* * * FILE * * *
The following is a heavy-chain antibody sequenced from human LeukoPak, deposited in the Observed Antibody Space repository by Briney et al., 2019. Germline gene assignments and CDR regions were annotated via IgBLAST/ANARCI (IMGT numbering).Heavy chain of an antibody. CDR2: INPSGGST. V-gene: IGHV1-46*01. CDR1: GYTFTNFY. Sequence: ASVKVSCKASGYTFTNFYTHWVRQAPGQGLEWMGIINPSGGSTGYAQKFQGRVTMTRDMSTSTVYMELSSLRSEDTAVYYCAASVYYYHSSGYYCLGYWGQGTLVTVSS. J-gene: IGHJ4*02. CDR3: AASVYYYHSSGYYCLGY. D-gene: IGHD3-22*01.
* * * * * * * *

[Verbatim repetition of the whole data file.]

The following is a heavy-chain antibody sequenced from human LeukoPak, deposited in the Observed Antibody Space repository by Briney et al., 2019. Germline gene assignments and CDR regions were annotated via IgBLAST/ANARCI (IMGT numbering).Heavy chain of an antibody. CDR2: INPSGGST. V-gene: IGHV1-46*01. CDR1: GYTFTNFY. Sequence: ASVKVSCKASGYTFTNFYTHWVRQAPGQGLEWMGIINPSGGSTGYAQKFQGRVTMTRDMSTSTVYMELSSLRSEDTAVYYCAASVYYYHSSGYYCLGYWGQGTLVTVSS. J-gene: IGHJ4*02. CDR3: AASVYYYHSSGYYCLGY. D-gene: IGHD3-22*01.